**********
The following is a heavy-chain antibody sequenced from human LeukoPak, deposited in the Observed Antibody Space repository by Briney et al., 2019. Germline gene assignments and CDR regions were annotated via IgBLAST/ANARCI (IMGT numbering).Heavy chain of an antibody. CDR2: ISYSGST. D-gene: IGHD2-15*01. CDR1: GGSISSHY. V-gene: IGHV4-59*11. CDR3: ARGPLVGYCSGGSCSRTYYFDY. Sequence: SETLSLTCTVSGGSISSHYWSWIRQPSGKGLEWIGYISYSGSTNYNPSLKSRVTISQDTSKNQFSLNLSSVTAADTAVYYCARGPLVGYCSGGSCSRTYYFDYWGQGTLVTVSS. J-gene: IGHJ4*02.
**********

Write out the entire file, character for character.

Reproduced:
The following is a heavy-chain antibody sequenced from human LeukoPak, deposited in the Observed Antibody Space repository by Briney et al., 2019. Germline gene assignments and CDR regions were annotated via IgBLAST/ANARCI (IMGT numbering).Heavy chain of an antibody. CDR2: ISYSGST. D-gene: IGHD2-15*01. CDR1: GGSISSHY. V-gene: IGHV4-59*11. CDR3: ARGPLVGYCSGGSCSRTYYFDY. Sequence: SETLSLTCTVSGGSISSHYWSWIRQPSGKGLEWIGYISYSGSTNYNPSLKSRVTISQDTSKNQFSLNLSSVTAADTAVYYCARGPLVGYCSGGSCSRTYYFDYWGQGTLVTVSS. J-gene: IGHJ4*02.